19 Pittsburgh-Area Hamburgers That We Love

by Hal B. Klein | Photos by Laura Petrilla

‘What is the best hamburger in Pittsburgh?’ is a question without an answer. 

I could make an argument that the burger at Whitfield, which is prepared from a whole-animal blend of dry-aged Jubilee Hilltop Ranch beef, is the best because of the quality of its ingredients. I also could argue that the burger at Gab & Eat, with its umami-rich smashburger crusting, its fair price, and the restaurant’s nostalgic, lunch-counter vibe, is at the top of my list.

But where does that leave the decadent hamburger at Eleven Contemporary Kitchen in the Strip District, which, topped with braised veal, eats like a meal? The answer is they all are fantastic for equally valid reasons.

“What makes a great hamburger?” is a better question. It’s also one that, after eating scores of Pittsburgh-area burgers, I can answer. 

Thinner patties — the sweet spot is somewhere in the 6-ounce oz. range prior to cooking — tend to be better than thicker ones because they cook more evenly and don’t leave you feeling like you need to waddle to the nearest hammock. The best burgers are deeply caramelized on both sides, preferably as a result of interaction with their rendered fat. Speaking of fat — 20 percent fat by weight allows for an ideal mix of juiciness and flavor concentration without making the burger feel greasy.

Great hamburgers typically begin with a base of fresh-ground chuck meat and are enhanced by cuts such as short rib, brisket and other muscles; restaurants with in-house butchers have a leg-up here as they can add trimmings from prestige steaks, too. Loosely packed patties are superior to patties that are more densely packed. Order your burger medium-rare.

The best bun is the one that’s right for the burger. For example, a soft potato bun works perfectly for a snack-stand burger but would disintegrate with a complex build that calls for more support; you’d want a Kaiser roll for that. Toasting a bun is mandatory as it adds necessary structural integrity, crunch and, well, toastiness.

Simple is nearly always better than fussy when it comes to the toppings — and out-of-season tomatoes should be banished from burgers. Nostalgia, while not an actual flavor enhancer, can be an important factor in deciding where you want to eat a burger. 

Nearly everyone who eats beef has a favorite hamburger. Whenever I talked about my search for the tastiest hamburgers in Pittsburgh, I received terrific suggestions from friends and colleagues (including members of the The Hamburger Sandwich Benevolence Club) who pointed me to their favorite off-the-beaten-path locations (tip: always ask Rick Sebak). You might see your favorite burger on this list, you might not. But even if you don’t, I bet you’ll find one that’s going to make you very happy.  —HBK


Whitfield’s outstanding cheeseburger is a welcome offshoot of the Ace Hotel restaurant’s butchery program. A whole-animal blend of dry-aged Jubilee Hilltop Ranch beef is charred under a broiler and topped with cheddar, buttermilk-fried onions, mustard-infused mayonnaise and pepper jam. The brightness of the pepper jam cuts the funky back-note of the aged beef, and the onion straws add bite and texture. The Mediterra Bakehouse brioche bun is soft, buttery and perfectly toasted. Tip: At $15, this is one of the pricier burgers on our list (and worth every penny), but it’s $10 at the bar during the nightly happy hour.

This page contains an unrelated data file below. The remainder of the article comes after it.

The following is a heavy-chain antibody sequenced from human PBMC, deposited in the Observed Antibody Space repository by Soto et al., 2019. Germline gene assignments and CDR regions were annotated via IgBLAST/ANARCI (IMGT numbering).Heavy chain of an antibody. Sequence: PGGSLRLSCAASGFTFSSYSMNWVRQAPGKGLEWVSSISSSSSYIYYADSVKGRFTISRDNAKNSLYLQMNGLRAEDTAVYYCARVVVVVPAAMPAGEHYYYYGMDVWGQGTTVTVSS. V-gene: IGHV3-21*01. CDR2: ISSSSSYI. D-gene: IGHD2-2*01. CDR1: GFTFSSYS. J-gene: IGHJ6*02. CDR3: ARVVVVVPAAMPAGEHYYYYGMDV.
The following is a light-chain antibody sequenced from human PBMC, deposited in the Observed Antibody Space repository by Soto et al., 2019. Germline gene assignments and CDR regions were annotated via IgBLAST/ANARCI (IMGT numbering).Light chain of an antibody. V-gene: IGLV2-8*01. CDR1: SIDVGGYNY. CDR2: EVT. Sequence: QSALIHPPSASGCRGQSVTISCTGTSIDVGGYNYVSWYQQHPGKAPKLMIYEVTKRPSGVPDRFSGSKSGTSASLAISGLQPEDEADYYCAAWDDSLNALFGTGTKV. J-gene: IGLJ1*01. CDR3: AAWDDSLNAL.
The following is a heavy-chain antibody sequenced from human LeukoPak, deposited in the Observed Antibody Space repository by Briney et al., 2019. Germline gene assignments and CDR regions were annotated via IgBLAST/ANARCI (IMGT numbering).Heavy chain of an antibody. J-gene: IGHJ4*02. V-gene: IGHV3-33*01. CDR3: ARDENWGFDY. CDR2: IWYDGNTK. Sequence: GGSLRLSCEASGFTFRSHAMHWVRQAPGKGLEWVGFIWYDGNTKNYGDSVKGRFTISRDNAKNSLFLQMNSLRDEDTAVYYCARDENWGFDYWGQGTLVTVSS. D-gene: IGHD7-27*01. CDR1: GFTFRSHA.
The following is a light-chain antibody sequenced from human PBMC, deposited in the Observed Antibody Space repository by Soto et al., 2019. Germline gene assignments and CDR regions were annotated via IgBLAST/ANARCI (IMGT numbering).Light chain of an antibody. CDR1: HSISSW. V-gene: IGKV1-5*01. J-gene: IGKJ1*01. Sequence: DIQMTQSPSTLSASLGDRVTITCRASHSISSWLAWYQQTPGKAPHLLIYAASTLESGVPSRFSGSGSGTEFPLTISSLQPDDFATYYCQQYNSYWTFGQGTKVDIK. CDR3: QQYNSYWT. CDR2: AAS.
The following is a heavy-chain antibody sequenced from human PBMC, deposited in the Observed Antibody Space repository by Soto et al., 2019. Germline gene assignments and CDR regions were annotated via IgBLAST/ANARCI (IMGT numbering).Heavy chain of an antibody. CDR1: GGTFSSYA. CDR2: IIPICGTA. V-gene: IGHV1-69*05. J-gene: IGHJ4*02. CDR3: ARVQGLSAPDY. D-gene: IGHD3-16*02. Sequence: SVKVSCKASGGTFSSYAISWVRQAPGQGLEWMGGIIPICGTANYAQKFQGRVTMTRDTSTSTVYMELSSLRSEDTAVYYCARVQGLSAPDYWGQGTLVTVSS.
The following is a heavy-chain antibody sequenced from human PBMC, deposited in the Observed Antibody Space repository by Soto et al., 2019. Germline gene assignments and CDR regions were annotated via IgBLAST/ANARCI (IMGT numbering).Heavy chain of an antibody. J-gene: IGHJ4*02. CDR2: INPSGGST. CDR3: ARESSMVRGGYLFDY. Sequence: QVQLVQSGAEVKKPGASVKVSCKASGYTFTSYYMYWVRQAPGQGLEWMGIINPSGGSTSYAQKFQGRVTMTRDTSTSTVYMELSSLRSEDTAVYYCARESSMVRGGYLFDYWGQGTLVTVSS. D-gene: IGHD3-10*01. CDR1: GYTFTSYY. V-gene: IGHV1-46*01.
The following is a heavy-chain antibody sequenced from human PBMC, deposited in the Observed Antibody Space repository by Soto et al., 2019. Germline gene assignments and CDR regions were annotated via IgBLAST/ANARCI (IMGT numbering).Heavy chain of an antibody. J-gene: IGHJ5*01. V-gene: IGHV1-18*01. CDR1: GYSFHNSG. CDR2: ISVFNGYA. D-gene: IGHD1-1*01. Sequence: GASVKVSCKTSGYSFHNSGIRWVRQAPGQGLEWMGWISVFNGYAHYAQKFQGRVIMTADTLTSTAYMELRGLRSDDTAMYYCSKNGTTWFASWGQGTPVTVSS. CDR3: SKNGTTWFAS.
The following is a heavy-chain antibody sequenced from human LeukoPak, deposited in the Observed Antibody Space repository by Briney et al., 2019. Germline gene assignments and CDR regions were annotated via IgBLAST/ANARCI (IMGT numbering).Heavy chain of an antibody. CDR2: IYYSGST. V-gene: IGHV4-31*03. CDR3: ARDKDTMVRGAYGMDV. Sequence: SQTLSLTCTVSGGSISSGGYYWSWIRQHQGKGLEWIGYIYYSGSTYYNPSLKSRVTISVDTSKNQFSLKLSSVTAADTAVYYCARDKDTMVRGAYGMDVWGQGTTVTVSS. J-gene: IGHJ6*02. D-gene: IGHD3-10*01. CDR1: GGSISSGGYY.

[120 S. Whitfield St., East Liberty; 412/626-3090, whitfieldpgh.com]

photo by Teghan Simonton

Eleven Contemporary Kitchen

Looking to crush a decadent hamburger? Head to Eleven Contemporary Kitchen in the Strip District. The big Burrito Group’s contemporary American restaurant is home to one of Pittsburgh’s most indulgent burger builds. A mix of chuck, short rib, and brisket from Weiss Provision Co. is grilled, brushed with Worcestershire-horseradish butter and then topped with braised veal, bacon, crispy onion and a choice of cheese (I recommend Emmenthaler). The whole shebang is served on a housemade brioche bun. You might need to schedule a nap after eating the Eleven burger — but it’ll be just as satisfying as the meal you just finished.
[1150 Smallman St., Strip District; 412/201-5656, elevenck.com]

Gab & Eat

Lunchtime brings a hubbub of activity to this nearly 40-year-old diner. Gab & Eat co-owner Karie Goedert (who runs the business with partner Susan Smith) smashes half-pound portions of aged Angus beef from Curtze Meat in Erie on a red-hot, 2-inch stainless-steel flat-top griddle. Crusted brown on both sides — crispy, even, on the edges — and juicy in the center, the Gab & Eat burger is the Platonic ideal of a diner hamburger. It’s nestled in a lightly griddled BreadWorks bun and topped with traditional fixings such as lettuce, tomato and razor-thin onion slices. At $6.05 for a cheeseburger, this is a steal of a deal.
[1703 Washington Ave., Carnegie; 412/276-8808, gabneat.com]

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